¶8 An expert retained by Mullendore's employer reviewed the relevant medical records and radiographic images and interviewed and examined Mullendore. The expert concluded that Mullendore suffers from patello-femoral malalignment--a previously unidentified pre-existing condition--that can cause her right kneecap to dislocate out-of-socket and to relocate into socket. The employer's expert believes that just that sort of "subluxation and relocation" is what happened on March 22, 2014, causing the tear in her cartilage on that date.14 The employer's expert further opined that this pre-existing condition was the sole cause of Mullendore's injury and that "[t]here was nothing about work that made her fall."15 In other words, "[t]he patient sustained an idiopathic subluxation relocation of the right knee."16

¶9 Mullendore's expert predictably disagreed, concluding that Mullendore suffered from "[a]cute traumatic injury to the right leg/knee resulting in anatomical abnormalities due to a horizontally oriented linear tear of the Hyaline cartilage of the medial patella facet."17 In other words, to the extent he saw any abnormalities with the anatomy of her knee, Mullendore's expert thought they were the result of the fall, not the cause. The expert, however, mischaracterized the cause of her fall, stating twice in his report that "she slipped on a wet floor while getting ice."18 As previously discussed,19 Mullendore denied slipping on anything on the floor, thus rendering her expert's conclusion unreliable in the eyes of the administrative law judge and the Commission.

¶10 The flaw in Mullendore's expert's report proved fatal at every stage of litigation. The ALJ found that "Dr. M. Stephen Wilson's report (Claimant's Exhibit #3) stating the major cause of the Claimant's injury on March 22, 2014 and need for medical treatment of her RIGHT LEG (KNEE) was when she 'slipped on a wet floor' while getting ice for a patient is not supported by the evidence" and that, "[b]ased on the foregoing, . . . the Claimant has failed to prove by a preponderance of the evidence that she suffered a compensable injury."20 That finding was unanimously affirmed by both the Workers' Compensation Commission sitting en banc and the Court of Civil Appeals.21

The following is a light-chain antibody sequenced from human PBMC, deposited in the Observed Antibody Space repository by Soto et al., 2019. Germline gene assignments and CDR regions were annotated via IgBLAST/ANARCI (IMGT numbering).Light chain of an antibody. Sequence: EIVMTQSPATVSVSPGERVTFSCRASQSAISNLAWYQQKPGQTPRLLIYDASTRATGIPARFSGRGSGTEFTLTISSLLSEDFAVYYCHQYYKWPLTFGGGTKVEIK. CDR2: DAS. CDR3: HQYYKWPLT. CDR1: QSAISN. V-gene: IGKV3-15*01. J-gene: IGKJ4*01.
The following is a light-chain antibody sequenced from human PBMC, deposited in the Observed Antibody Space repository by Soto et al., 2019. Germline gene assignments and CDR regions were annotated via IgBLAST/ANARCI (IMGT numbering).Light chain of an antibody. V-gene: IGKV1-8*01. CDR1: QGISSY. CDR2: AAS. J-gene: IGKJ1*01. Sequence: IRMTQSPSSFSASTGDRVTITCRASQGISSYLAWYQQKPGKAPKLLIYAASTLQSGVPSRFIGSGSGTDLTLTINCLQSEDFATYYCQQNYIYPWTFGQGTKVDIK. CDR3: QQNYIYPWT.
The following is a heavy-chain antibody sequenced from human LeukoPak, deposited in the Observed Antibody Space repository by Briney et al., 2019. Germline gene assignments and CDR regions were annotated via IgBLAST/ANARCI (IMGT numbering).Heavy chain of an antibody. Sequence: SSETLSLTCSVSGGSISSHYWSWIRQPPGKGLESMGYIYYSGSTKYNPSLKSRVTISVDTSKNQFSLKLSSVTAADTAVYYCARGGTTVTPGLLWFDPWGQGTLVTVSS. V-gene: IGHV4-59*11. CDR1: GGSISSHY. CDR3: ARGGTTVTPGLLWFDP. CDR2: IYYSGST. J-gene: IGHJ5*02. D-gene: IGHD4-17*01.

¶11 Despite repeatedly citing Mullendore's expert's opinion as supporting a finding of compensability, the majority inexplicably glosses over the report's flaw22--the very flaw that was the linchpin of the judgment below. Had the majority accounted for the expert opinion's mistake of fact, it too would have discounted the report's probative value, leaving Mullendore lacking proof that her injury was compensable.

II.

¶12 With the critical fact omitted, the majority further paves its road to reversal by misapplying the AWCA's standard of review. Section 78(C)(5) of the AWCA requires this Court to determine that the judgment below was "clearly erroneous in view of the reliable, material, probative, and substantial competent evidence" before reversing it.23 Until today, the "clearly erroneous" standard of review indicated some level of deference to the judgment below.24 The majority nods to the statutory language, but treats the standard of review as permitting a de novo reweighing of evidence. It does so by emphasizing the phrase "substantial competent evidence"25: "[t]he Commission's order will be affirmed only if the record contains substantial evidence in support of the facts, which are woefully absent in the record before us."26 The majority then makes credibility determinations with respect to Mullendore's employer's evidence before concluding that "there is a preponderance of evidence that Mullendore suffered a 'compensable injury.'"27

¶13 Section 78 prohibits this sort of reweighing of evidence. It certainly allows the Commission to reverse or modify the ALJ's decision if it is "against the clear weight of the evidence,"28 a standard of review that has historically been understood to allow some weighing of the evidence.29 But the Court is given a quite different standard of review, as it can reverse the judgment only where it is "clearly erroneous in view of the reliable, material, probative, and substantial competent evidence."30 Had the Legislature intended for this Court to conduct a reweighing of the evidence identical to that conducted by the Commission, it would have given the Court an identical standard of review, as it has done in the past. Indeed, section 78(C)(5)'s precursors--section 340(D)(4) of the Workers' Compensation Code and section 3.6(C)(4) of the Workers' Compensation Act--both authorized the Court to reverse or modify an order of the Workers' Compensation Court sitting en banc if the order "was against the clear weight of the evidence."31 The Legislature abandoned that parallel construct when it drafted section 78(C)(5), indicating that it intended to abandon the old standard of review in place of a new standard of review that requires this Court to defer to findings made below.